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Cycle 7 (2018 Deadline)

Climate change impact on rice yield and food security in the riverine communities in Cambodia

PI: Serey Sok (, Royal University of Phnom Penh
U.S. Partner: Aniruddha Ghosh, University of California, Davis
Dates: November 2018 - October 2020

Project Overview

This research project will focus on assessing impacts of climate change on rice yield leading to food insecurity in Cambodia. Climate change directly or indirectly contributes to declines in rice yield, leading to food insecurity. Vulnerability of agricultural systems to extreme climate events is often linked to the adaptive capacity of local farmers. Therefore, improving local adaptive capacity is important to sustaining the rural livelihood of riverine communities of Cambodia. The researchers conducting this project have designed it to build upon statistical and geospatial modeling techniques, using information from different sources of secondary data and field work at the national and provincial levels, especially interviews with key informants. This research will combine both conceptualization and empirical data through statistical analysis and Geographic Information Systems (GIS) to ascertain the negative impacts from climate change leading to declines in rice yields and increased food insecurity. This research will also involve interviews with local people and officials from government agencies and NGOs, an extensive literature review, and case studies.

7-085 2019 Survey7-085 2019 Survey 2
Team members conduct a survey in the Pursat and Battambang Provinces. (Photo courtesy of Dr. Sok)

Most previous studies focusing on Tonle Sap Lake have been conducted by regional and international organizations. While the findings are broadly reached, they do not always comprehensively fit the Cambodian context. Domestic institutions have mostly been the subjects of the project evaluations or assessments, but this study will be led by a local Cambodian academic researcher. He and his team will engage with a wide range of stakeholders, including regional and national experts, local villagers, and representatives of government agencies and NGOs at the various stages of this project. They will organize consultative meetings to facilitate interaction among the various stakeholders, present their preliminary findings, collect feedback, and discuss policy applications and future planning. This development dialogue among the stakeholders will be critical to bridging the gaps between academic research, planning, and policy implementation.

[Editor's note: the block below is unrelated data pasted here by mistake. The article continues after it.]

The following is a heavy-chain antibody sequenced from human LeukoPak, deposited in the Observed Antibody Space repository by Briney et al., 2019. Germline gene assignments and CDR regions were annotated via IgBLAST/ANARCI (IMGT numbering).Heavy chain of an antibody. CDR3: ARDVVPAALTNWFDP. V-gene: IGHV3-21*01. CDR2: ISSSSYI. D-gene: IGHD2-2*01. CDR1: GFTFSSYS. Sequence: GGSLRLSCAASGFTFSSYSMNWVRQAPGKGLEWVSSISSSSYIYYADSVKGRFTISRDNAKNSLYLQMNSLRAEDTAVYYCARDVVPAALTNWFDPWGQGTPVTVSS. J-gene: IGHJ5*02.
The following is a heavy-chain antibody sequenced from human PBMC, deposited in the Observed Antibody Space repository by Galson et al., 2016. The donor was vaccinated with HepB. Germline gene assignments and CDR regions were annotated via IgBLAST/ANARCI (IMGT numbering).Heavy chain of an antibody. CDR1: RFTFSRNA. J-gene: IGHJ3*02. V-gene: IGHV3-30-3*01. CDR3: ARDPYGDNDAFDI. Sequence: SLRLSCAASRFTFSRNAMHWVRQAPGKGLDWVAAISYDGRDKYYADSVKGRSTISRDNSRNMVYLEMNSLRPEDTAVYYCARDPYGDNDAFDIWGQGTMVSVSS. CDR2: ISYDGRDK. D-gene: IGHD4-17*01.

Summary of Recent Activities

Training events and field data collection were the focus of this PEER team during the second quarter of 2019. On May 7-9, team members participated in a training course for numerators on how to conduct field interviews using tablets and GPS. The training was hosted and led by fellow PEER PI Dr. Sanara Hor, Dean of the Faculty of Land Management at the Royal University of Agriculture (RUA). RUA also provided tablets and GPS devices for use in the field work. The eight participants from RUPP included PI Dr. Sok Serey, Dr. Chhinh Nyda, Mr. Sam Ath Boromey, Mr. Long Phanith, Mr. Teng Puthy, Mr. Sao Bonat, Mr. Reun Rithy, and Mr. Sam Ath Kancharith. Thanks to this training and the practical experience shared by the RUA trainers, the five numerators recruited from among the new bachelor’s degree recipients from the university’s Department of Sociology were able to start the first field work campaign, which took place May 10-15, 2019. Conducted in Bakan District of Pursat Province, the data collection effort covered the Rural Household Multi-Indicator Survey (RHoMIS), climate impacts, and measurements of field plots and rice fields. A total of 127 households were contacted for the interview within this six-day survey. From June 26 to July 1, the team conducted their second field campaign, this time in Sangke District of Battambang Province, contacting 136 households.

In addition to working closely with Dr. Sanara’s PEER team at RUA, Dr. Serey and his group have also cooperated with district administration offices and Commune Councils (CoCs) and village administrations in the two study provinces. The district and commune officials helped to explain the detailed purpose of the team’s research and were especially helpful in facilitating the use of GPS for measuring rice fields and land plots. In many cases, the respondents initially were not very comfortable allowing this measurement, and even with the involvement of the officials about 30% refused the researchers' request, either due to lack of trust or to the fact that their fields were located inconveniently far from their homes. Heavy daily monsoon rains also caused some delays, but the PI reports that analysis of the data collected from the two study provinces will be enough for him and his team to write their first paper on the project, with input from their colleagues at RUA and their U.S. partner Dr. Aniruddha Ghosh. A draft of the first paper should be completed by the end of this year.

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